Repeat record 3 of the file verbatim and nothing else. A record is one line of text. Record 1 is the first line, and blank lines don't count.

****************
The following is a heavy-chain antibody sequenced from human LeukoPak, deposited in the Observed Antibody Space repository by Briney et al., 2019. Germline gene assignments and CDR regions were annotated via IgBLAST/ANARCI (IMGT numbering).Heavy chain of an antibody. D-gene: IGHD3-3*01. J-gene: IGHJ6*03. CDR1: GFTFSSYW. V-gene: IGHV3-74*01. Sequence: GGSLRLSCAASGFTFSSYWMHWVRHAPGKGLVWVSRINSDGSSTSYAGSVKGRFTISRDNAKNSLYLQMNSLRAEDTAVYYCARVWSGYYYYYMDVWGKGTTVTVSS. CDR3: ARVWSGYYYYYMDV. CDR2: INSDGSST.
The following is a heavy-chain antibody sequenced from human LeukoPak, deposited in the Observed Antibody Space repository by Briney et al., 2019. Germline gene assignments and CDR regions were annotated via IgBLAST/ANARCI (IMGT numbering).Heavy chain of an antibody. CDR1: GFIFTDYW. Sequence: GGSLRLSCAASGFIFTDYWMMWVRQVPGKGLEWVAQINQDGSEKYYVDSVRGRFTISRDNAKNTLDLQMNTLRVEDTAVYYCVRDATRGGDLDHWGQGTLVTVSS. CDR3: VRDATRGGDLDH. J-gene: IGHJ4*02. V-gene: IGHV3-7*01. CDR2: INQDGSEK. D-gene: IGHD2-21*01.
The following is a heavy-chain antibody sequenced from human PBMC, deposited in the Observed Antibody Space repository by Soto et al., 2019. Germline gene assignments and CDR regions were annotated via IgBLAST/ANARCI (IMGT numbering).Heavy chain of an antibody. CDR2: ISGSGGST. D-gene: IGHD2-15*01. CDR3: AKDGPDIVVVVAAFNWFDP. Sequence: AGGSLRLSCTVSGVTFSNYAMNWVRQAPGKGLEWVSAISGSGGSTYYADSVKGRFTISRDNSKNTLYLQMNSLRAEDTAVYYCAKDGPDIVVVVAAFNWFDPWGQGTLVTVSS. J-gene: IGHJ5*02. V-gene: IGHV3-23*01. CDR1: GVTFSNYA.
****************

The following is a heavy-chain antibody sequenced from human PBMC, deposited in the Observed Antibody Space repository by Soto et al., 2019. Germline gene assignments and CDR regions were annotated via IgBLAST/ANARCI (IMGT numbering).Heavy chain of an antibody. CDR2: ISGSGGST. D-gene: IGHD2-15*01. CDR3: AKDGPDIVVVVAAFNWFDP. Sequence: AGGSLRLSCTVSGVTFSNYAMNWVRQAPGKGLEWVSAISGSGGSTYYADSVKGRFTISRDNSKNTLYLQMNSLRAEDTAVYYCAKDGPDIVVVVAAFNWFDPWGQGTLVTVSS. J-gene: IGHJ5*02. V-gene: IGHV3-23*01. CDR1: GVTFSNYA.